New Strategies | Avoiding the Quantum Collapse

Still from Ulysse (1982) by Agnes Varda

One of the best-known experiments in physics, the “double-slit experiment,” indicates that light is not just a wave, as was previously thought, but simultaneously has both wave and particle qualities.

Light, the stuff of photography, concurrently manifests both the wave-like continuity of the analog photograph and the particle-like discrete pixels of the digital image. Photography, analog and digital, plays with light but depicts the universe with differing assumptions.

In the Copenhagen Interpretation, only the act of observation would make this essential duality collapse into a single state. Photography also has been taken to collapse multiple states into a singular state of affairs (“the camera never lies”). In fact, a close reading would suggest that photographic observation is given too much credit for clarity, and instead often argues for multiple, overlapping states of being—not only physical, but also cultural and political. The image may appear to answer a question posed to it without noticing that it asks many more.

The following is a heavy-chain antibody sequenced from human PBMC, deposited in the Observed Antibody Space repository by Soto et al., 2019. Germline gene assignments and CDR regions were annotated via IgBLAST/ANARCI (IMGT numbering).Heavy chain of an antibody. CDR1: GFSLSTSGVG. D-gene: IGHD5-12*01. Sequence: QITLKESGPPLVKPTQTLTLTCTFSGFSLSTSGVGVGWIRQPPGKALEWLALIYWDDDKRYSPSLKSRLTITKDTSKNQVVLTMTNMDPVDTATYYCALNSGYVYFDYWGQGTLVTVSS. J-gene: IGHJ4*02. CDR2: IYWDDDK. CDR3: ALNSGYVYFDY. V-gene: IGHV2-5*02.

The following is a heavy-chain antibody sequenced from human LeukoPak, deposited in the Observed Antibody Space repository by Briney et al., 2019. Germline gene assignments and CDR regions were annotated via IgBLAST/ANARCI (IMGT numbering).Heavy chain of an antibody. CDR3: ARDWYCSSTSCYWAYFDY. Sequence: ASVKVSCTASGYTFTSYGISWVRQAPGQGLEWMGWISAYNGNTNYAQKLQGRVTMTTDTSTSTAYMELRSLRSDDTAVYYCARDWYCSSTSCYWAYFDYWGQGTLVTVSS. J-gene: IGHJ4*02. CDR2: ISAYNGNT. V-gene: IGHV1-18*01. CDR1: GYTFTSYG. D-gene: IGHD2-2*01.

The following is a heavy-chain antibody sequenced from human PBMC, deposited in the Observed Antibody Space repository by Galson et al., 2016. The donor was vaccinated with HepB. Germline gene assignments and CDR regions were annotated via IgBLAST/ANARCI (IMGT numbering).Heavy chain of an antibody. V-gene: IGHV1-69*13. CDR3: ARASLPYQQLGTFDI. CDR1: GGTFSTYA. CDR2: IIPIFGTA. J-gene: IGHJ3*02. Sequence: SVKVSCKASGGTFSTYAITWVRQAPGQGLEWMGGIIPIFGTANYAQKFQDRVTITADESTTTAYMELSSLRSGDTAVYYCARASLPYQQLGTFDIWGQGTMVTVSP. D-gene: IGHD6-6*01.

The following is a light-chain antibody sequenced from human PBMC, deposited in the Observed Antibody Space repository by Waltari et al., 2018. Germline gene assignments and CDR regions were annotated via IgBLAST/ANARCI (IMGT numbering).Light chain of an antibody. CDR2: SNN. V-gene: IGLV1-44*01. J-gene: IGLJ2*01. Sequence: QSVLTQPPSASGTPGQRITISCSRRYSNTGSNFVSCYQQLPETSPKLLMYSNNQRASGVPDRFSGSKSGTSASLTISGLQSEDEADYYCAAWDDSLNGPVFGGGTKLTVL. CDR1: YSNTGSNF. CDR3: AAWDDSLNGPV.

In photography’s case ambiguity’s collapse is usually aided—and often inappropriately forced—by captions that attempt to resolve the uncertainty by telling us, correctly or incorrectly, whether Schrödinger’s cat is alive or dead. (Without such a caption, based upon the photographic evidence, the cat might easily be thought of as appearing, quantum-like, both asleep and/or dead.) The caption is made to constrain the photograph into a single state rather than open it up to amplification. If a photograph is said to be worth a thousand words, very few of those words generally come to mind after a caption tells the reader what the photo is supposed to be about. Other kinds of captions, more ruminative and expansive, allow photograph’s multiple meanings to be sustained while still providing pertinent information, such as the date and place that the photograph was made.

For example, Agnes Varda’s short, 22-minute film, Ulysse (1982), is an extended reflection on a photograph that she made in 1954, In the film she interrogates the child in the photograph (now a grown man) about a situation that he no longer remembers, as well as the grown man in the frame who has his own difficulties recollecting what happened, and has an easier time remembering the clothes that he was wearing at that time than who he was. But she does not stop there—questioning the child’s mother, asking contemporary children what they thought of the boy’s drawing made some thirty years before, filming a goat as it eats the photograph, exploring events in the world of politics and culture from that time, and informing the viewer as to what she, the photographer, was doing then as well. The somewhat banal black-and-white photograph of a boy, a man and a dead goat on the beach becomes rich with multiple, overlapping meanings, freed from collapse.